Microcap profit-taking points to weak market sentiment
The local market delivered a negative day after the US Fed flagged the peak of monetary stimulus cycle. It was another day where size mattered.
Global buying supported the Large caps and they were mainly flat. Every other size category was down nearly 1% or more. Micro caps are now down over 4% in 3 days. There is a mix of profit-taking in stretched growth stocks and tax-loss selling playing out in the market. The smaller you go, the more volatility you are picking up. It is an expected risk in this part of the cycle but ignored by most investors.
Tech and banks were the best green sectors while telecom, energy and miners were the worst red sectors. Technically we are still in the 13th consecutive week with daily turnover below $9 billion as today’s numbers were boosted by option expiries. The US will have that tonight and volumes will be larger than normal.
The moves today were not correlated to macro news due to the boosted turnover with option expiry. We are likely to get that tonight in the US before we get back to normality…whatever that means in current markets!
The main show did not disappoint overnight. US Fed flipped on a dime and flagged peak stimulus after claiming endless stimulus for years. Where did this sudden enlightenment come from? It wasn’t anything complicated. It was purely lack of choice. They did the bare minimum to keep the show on the road. If you look at the self interest of all the major parties involved, the decision process is relatively clear. US Fed is trying to do the bare minimum as usual. It may come back to bite them later.
Let’s run through the logic again: The Fed knows that we are in a bubble mess and it’s in all asset classes. They know they are trapped between stimulus and inflation. They also know that July reporting season will have a lot of outlook guidance pointing to input cost rising, weaker currency and margin pressure. If they hadn't flagged that they were aware last night, they would be blamed later.
Markets are ignoring all the risks and assume that Central Bank put is in play. US Fed just flagged the game is up. We have reached a peak new monetary stimulus in the current cycle. It was another major inflexion point where Central Banks were forced to act in the best interest of the economy over markets. The window is still closing for US Fed to unwind the mess in an orderly way. It is a choice between a messy unwind or a really messy unwind. They have taken the first step in flagging tapering and rate hikes but now they will be double guessed at every data point for a target date. July and August US Fed meetings are active volcanoes for markets. The worry is that we are already seeing economic recovery and corporate cycle running into fading stimulus and rising costs. The longer US Fed takes to set the timetable, the higher the risk that they may miss the boat and the market may move ahead of them. If they lose control of the cycle, the unwind will create a bigger mess. July corporate season is such an event that could run a substantial reality check through markets. Time will tell!
Locally, we had employment data out today. As usual, the numbers are not linked to reality. Last month the unemployment rate improved when we lost jobs. This month we created more than half the peak cycle job creation in the US despite their population being fourteen times Australia. Economists have a track record of being great "backcasters" but even they can’t make this up. They had job creation at around 30,000. The US averages about 200,000 per month in a normal cycle and when you adjust for population it's around 15,000 for Australia.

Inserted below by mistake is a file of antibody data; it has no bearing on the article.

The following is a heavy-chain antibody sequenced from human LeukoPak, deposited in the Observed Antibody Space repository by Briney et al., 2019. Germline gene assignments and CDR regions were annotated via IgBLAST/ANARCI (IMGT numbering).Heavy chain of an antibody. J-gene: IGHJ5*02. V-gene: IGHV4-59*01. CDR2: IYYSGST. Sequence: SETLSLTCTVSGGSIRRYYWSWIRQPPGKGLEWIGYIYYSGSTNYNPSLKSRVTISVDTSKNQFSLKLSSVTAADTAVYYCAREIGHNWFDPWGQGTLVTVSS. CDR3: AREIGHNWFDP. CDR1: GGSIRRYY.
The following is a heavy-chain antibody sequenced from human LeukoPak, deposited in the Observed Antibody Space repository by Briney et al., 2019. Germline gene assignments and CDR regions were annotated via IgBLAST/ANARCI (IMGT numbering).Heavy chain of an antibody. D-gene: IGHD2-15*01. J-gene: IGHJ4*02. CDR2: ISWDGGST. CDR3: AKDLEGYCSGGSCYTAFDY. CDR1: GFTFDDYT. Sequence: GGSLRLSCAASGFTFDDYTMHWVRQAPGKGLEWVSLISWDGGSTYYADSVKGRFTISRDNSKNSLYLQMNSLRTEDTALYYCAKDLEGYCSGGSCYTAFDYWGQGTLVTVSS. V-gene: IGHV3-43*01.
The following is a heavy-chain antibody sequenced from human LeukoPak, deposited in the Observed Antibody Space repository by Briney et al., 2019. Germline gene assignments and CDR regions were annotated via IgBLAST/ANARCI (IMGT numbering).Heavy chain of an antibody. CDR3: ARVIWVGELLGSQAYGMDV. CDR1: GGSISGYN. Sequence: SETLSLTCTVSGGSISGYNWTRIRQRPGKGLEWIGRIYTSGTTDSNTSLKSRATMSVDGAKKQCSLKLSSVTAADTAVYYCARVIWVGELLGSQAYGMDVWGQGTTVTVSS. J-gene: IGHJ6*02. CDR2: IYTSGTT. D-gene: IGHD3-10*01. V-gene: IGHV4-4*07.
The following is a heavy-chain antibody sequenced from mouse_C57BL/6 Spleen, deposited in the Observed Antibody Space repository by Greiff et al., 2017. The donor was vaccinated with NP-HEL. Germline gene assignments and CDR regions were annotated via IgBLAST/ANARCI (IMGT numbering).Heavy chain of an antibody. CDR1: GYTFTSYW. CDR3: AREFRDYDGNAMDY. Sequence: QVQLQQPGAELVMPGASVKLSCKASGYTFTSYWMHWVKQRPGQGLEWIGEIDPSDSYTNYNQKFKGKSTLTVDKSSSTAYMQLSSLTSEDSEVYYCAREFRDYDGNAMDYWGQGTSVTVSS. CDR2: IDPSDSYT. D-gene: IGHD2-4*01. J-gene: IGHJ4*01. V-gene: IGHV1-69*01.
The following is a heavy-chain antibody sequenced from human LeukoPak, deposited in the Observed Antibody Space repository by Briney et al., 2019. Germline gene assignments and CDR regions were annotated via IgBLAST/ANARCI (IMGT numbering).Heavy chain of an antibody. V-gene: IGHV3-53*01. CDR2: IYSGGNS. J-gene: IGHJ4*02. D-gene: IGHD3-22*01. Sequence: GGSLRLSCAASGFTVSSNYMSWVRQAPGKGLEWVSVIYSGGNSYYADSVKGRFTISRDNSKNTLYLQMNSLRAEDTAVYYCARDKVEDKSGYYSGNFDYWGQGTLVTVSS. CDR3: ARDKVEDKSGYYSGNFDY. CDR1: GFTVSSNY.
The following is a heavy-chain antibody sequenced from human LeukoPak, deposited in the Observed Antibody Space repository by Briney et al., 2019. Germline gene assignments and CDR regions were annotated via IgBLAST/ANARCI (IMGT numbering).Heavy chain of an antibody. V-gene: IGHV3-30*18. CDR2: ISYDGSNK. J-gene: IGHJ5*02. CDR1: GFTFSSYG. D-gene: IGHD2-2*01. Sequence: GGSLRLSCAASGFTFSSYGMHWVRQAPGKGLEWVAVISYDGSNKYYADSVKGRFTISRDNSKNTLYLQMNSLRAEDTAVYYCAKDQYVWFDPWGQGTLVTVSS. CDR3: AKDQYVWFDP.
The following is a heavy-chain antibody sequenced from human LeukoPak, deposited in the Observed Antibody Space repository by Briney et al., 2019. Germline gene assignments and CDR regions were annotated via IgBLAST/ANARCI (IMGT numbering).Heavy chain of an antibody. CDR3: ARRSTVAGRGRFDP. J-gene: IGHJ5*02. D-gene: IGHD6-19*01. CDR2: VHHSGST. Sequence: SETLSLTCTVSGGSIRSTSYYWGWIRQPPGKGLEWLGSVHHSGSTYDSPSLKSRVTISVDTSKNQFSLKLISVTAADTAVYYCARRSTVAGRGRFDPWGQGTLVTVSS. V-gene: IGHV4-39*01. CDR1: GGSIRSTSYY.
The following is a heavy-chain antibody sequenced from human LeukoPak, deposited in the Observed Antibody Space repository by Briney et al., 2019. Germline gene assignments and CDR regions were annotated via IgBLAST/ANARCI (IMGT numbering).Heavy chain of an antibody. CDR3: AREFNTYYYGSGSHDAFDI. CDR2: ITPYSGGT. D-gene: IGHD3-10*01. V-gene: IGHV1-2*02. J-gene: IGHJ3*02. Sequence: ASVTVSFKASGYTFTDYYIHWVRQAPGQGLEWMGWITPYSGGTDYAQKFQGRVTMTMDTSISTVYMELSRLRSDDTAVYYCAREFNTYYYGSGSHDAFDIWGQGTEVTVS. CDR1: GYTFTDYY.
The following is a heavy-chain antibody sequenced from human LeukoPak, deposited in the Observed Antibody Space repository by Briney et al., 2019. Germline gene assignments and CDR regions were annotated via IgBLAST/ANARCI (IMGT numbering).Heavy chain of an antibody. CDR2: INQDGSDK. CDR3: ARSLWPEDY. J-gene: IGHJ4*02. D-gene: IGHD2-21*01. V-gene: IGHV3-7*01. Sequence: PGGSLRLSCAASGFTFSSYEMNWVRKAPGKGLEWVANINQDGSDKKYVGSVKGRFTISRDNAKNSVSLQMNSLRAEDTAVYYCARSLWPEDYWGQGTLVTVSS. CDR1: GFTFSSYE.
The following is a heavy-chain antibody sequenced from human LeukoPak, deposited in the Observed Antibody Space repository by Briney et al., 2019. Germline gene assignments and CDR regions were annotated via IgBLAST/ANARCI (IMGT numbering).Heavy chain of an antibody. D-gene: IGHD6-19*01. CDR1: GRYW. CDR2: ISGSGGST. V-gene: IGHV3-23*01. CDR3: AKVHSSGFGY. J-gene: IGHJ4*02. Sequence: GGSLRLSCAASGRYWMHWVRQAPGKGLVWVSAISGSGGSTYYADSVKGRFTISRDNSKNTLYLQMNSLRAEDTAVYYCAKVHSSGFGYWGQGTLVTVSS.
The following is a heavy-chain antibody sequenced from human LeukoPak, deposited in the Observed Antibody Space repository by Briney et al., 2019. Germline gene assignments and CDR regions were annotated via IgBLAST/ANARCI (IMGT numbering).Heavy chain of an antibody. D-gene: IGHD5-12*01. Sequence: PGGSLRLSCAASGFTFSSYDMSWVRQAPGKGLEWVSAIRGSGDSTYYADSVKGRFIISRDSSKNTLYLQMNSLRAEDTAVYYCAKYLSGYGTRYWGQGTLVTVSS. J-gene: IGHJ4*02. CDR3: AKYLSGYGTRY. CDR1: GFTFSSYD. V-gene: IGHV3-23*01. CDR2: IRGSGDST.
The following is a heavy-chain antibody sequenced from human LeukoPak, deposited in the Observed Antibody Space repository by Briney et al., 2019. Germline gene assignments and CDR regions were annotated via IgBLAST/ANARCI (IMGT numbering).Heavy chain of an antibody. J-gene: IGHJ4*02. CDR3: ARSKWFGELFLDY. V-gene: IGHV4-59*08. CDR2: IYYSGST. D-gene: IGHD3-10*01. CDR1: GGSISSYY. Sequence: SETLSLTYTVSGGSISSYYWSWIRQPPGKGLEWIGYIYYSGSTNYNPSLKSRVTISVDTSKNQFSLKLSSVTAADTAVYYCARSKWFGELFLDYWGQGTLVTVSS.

The question then becomes obvious. If we are creating nearly 100,000 jobs per month for a year after losing less than 1 million jobs in the pandemic cycle for two months before that, why do we have no wages growth? We have border restrictions to limit supply. We have $1 trillion dollars of debt to show for corporate and asset bubble handouts. Why do we have no wages growth?
The unemployment rate is back near GFC lows. And yet RBA has emergency stimulus and no rate rise for years to come. Is the RBA flagging that the job market data has been turned into useless political spin material? There may be a reason the RBA talks about the job market for keeping stimulus and not economic growth or inflation or asset bubbles. Everything else seems to be transitory but not the job market.
RBA and ABS can’t both be right. I suspect that there is a level of fake it till you make it on both sides. Time will tell!
Let us run through the main data points released in the last 24 hours:
The Westpac-Melbourne Institute Leading Economic Index in Australia edged down 0.06% month-over-month in May of 2021, after a 0.2% gain a month earlier, pointing to the first decline in four months. Meantime, the six-month annualized growth rate, which indicates the likely pace of economic activity relative to the trend of three to nine months, advanced 1.47%. Westpac said that given the improved pulse of the economic data in 2021, as signaled by the leading index, it seems unlikely that the Board would expect to have to wait until 2025 before it achieves the objectives necessary to justify the first cash rate increase since November 2010.
The consumer price inflation rate in the UK climbed to 2.1% year-on-year in May 2021, from 1.5% in the previous month and comfortably above market expectations of 1.8%. It was the highest rate since July 2019, reflecting the ongoing economic recovery and re-opening efforts, as well as the low base year. Main upward pressure came from clothing; motor fuel; recreational goods, particularly games and recording media; and meals and drinks consumed out. On the other hand, prices for food and non-alcoholic beverages fell for a seventh consecutive month, particularly for bread and cereals.
Factory gate prices of goods produced by the UK manufacturers advanced 4.6% year-on-year in May 2021, the most since January 2012 and beating market expectations of a 4.5% rise. Transport Equipment provided the largest upward contribution of 1.80%age points to the annual rate (prices up 0.3%). This was followed by:
- metal, machinery and equipment (5.1%),
- petroleum (67.0%),
- other manufactured products (2.4%),
- food products (3.1%),